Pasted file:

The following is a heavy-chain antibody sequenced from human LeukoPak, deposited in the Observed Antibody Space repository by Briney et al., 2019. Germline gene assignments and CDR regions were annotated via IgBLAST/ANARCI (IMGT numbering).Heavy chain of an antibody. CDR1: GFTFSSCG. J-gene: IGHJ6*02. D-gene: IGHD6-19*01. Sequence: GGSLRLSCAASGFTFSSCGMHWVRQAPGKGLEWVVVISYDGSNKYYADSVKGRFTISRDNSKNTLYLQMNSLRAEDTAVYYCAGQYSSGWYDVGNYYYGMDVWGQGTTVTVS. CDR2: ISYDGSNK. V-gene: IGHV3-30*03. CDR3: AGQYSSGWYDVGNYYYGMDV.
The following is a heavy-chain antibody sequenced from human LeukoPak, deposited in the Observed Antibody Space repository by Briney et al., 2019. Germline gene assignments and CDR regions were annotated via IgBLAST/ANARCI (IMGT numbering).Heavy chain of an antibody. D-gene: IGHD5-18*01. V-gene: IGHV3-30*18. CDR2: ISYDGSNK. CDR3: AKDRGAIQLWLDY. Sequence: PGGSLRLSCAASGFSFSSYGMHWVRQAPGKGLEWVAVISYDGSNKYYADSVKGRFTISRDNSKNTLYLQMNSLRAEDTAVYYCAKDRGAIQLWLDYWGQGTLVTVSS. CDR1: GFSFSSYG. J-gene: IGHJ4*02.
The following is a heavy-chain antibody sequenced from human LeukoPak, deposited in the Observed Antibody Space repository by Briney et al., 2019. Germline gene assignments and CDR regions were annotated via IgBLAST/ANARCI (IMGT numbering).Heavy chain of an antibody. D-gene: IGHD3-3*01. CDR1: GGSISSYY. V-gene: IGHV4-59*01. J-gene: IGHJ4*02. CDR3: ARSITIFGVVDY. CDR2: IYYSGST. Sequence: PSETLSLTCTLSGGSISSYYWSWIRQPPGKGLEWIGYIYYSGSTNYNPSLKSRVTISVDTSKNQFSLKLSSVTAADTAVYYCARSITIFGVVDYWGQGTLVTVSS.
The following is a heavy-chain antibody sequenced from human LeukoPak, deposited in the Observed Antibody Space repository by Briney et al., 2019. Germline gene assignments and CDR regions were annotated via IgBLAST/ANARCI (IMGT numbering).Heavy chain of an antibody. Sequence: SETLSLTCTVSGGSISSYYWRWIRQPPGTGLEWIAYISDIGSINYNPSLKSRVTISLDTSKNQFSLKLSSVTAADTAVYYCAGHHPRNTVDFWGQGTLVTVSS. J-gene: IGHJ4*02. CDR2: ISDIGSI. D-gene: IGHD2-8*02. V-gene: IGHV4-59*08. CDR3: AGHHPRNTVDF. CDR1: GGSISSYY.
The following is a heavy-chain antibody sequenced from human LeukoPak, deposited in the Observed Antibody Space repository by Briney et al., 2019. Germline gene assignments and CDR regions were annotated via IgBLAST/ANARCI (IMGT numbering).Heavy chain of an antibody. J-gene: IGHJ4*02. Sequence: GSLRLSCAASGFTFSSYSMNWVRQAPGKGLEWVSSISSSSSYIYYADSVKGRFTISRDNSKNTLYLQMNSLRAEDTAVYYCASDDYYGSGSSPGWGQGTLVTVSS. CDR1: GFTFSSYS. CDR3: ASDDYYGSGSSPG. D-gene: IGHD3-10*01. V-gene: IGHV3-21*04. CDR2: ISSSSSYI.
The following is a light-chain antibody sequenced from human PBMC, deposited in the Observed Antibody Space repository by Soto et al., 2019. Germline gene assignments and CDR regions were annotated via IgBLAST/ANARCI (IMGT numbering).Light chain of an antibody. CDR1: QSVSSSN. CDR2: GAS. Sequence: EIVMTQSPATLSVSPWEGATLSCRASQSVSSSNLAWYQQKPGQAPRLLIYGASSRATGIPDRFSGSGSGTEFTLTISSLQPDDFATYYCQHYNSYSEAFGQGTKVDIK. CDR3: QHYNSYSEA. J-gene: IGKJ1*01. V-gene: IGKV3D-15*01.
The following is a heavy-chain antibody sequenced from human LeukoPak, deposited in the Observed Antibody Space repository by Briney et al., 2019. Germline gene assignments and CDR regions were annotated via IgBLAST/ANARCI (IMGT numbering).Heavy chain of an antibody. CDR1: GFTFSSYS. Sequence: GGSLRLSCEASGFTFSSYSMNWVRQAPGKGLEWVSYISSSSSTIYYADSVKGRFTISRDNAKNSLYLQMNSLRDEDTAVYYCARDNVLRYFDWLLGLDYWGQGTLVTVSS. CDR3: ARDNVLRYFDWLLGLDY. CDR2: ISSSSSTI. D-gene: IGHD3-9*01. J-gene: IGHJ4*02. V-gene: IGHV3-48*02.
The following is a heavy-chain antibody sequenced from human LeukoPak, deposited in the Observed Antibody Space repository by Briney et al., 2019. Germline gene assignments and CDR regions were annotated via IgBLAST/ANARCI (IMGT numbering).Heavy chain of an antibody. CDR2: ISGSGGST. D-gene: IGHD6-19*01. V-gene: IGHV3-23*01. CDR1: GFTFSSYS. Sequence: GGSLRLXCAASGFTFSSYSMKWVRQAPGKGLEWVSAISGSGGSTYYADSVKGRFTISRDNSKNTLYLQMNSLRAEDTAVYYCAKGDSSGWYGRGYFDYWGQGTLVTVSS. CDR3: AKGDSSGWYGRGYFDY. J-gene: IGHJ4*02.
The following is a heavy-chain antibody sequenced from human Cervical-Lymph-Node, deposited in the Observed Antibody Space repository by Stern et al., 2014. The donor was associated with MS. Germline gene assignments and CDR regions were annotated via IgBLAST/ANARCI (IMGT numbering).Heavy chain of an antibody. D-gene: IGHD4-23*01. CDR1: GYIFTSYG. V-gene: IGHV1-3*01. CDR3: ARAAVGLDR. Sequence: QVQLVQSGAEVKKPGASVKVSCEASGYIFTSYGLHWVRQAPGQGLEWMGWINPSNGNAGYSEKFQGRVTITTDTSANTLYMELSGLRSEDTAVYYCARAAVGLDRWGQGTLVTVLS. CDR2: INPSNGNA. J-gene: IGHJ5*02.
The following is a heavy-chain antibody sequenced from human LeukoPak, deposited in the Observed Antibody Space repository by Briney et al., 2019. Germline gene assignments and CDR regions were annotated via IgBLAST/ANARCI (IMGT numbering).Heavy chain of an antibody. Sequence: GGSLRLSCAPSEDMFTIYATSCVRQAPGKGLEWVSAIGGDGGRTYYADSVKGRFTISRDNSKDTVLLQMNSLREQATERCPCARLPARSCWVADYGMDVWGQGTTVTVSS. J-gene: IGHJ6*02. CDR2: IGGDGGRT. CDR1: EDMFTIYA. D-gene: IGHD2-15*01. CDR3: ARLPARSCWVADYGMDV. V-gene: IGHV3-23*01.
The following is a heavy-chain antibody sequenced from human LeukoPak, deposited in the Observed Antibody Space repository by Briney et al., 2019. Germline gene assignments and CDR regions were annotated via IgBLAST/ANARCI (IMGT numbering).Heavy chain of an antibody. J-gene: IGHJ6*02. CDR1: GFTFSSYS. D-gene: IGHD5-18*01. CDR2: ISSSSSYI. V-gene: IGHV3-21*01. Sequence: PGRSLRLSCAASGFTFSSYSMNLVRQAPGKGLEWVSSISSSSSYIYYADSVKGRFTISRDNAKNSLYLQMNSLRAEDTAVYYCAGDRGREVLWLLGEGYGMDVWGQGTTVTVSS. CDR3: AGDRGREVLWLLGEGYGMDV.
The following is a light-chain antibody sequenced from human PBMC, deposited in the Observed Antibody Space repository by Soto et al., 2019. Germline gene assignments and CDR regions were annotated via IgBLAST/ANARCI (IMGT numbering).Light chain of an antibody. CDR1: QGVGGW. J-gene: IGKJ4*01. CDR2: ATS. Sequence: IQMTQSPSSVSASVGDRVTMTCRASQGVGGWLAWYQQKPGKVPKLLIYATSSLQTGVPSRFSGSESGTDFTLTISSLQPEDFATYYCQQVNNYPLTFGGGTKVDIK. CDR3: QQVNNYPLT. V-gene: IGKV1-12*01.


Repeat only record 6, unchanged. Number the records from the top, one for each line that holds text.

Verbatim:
The following is a light-chain antibody sequenced from human PBMC, deposited in the Observed Antibody Space repository by Soto et al., 2019. Germline gene assignments and CDR regions were annotated via IgBLAST/ANARCI (IMGT numbering).Light chain of an antibody. CDR1: QSVSSSN. CDR2: GAS. Sequence: EIVMTQSPATLSVSPWEGATLSCRASQSVSSSNLAWYQQKPGQAPRLLIYGASSRATGIPDRFSGSGSGTEFTLTISSLQPDDFATYYCQHYNSYSEAFGQGTKVDIK. CDR3: QHYNSYSEA. J-gene: IGKJ1*01. V-gene: IGKV3D-15*01.